The broad goal
Legislators and parent rights advocates have been battling for years to establish a nationwide law granting paid leave to all new parents. Some want paid time off for workers caring for older children and other family members too. That hasn't happened yet.
The current bill for federal workers
Now, a bill giving all federal civilian employees up to 12 weeks paid parental leave to care for newborns, newly adopted children, or foster children could pave the way for better parental leave policies for other workers.
The bill, which passed the U.S. Senate on December 17 as part of a broader defense spending package, provides paid leave to both mothers and fathers (research shows granting leave to both moms and dads is good for families). President Trump has said he will sign the bill into law.
America is the only developed country in the world that doesn't mandate paid parental leave for workers in all industries. By establishing a paid time-off policy for federal employees, the U.S. government is effectively setting a standard for other companies to follow. It's also building momentum around the need to provide this right to parents generally, experts said.
"We are optimistic that this momentum will result in a strong, inclusive, paid family and medical leave policy that covers all working people," Debra Ness, president of the National Partnership for Women & Families, said in a statement. "All working people need time to care for themselves and their loved ones no matter where they live, their employer or the nature of their job."
The current policy for non-federal workers
Some companies, particularly in the tech industry, already offer generous parental leave benefits. And several states have passed their own paid family leave laws, including California, New York, New Jersey, and Rhode Island.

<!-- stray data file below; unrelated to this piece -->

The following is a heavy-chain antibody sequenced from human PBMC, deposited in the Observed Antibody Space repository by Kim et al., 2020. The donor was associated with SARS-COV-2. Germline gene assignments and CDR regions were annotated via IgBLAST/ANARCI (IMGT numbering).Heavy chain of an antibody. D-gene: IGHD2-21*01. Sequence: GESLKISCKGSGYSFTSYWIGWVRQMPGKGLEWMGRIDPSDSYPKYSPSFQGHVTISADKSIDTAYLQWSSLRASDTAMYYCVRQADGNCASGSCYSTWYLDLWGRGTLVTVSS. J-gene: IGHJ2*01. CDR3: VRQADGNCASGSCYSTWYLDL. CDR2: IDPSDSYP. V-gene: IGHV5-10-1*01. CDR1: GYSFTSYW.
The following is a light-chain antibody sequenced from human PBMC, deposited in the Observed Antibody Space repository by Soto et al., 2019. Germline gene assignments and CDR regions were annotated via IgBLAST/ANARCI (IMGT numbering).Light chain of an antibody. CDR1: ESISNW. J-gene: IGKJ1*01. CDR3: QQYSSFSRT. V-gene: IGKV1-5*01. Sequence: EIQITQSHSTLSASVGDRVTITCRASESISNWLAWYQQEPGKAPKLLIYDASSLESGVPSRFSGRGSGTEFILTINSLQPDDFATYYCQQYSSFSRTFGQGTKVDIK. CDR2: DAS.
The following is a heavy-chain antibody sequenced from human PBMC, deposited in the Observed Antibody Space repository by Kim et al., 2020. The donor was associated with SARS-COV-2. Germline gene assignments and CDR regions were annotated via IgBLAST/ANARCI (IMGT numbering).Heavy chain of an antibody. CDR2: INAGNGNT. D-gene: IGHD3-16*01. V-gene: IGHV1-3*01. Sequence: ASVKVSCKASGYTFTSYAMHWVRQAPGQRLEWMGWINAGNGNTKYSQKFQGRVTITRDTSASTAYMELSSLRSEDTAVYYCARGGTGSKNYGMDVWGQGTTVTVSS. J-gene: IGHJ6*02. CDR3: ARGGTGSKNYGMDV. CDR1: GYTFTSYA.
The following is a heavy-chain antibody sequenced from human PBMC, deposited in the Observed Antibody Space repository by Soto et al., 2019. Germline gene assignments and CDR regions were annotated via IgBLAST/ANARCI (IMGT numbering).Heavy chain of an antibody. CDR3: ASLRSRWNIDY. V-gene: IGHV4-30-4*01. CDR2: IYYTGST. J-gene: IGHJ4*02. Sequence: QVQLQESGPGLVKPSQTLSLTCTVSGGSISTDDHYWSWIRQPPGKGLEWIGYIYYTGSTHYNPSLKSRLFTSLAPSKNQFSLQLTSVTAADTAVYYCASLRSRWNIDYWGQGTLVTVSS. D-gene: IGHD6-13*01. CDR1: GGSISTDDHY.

But a staggering 84 percent of U.S. workers in the private sector don't get any type of paid parental leave, according to the Bureau of Labor Statistics. Low-income workers especially are unlikely to have this benefit and don't have the financial resources to take unpaid time off to care for a child. According to the White House, 1 in 4 women returns to work within two weeks of giving birth because she can't afford to stay home with her baby.
The federal parental leave bill will cost $3.3 billion over five years and comes from existing government revenue.
Democratic lawmakers are also pushing for passage of a Family and Medical Insurance Leave Act that would give all workers up to 12 weeks off to care for new babies or family members with serious health problems, paid for with a small increase in payroll tax. So far, the bill has failed to gain enough Republican support.
Wondering what your parental leave options are and how to navigate the first few weeks with your newborn? Learn more on BabyCenter's Maternity & Paternity Leave resources page.
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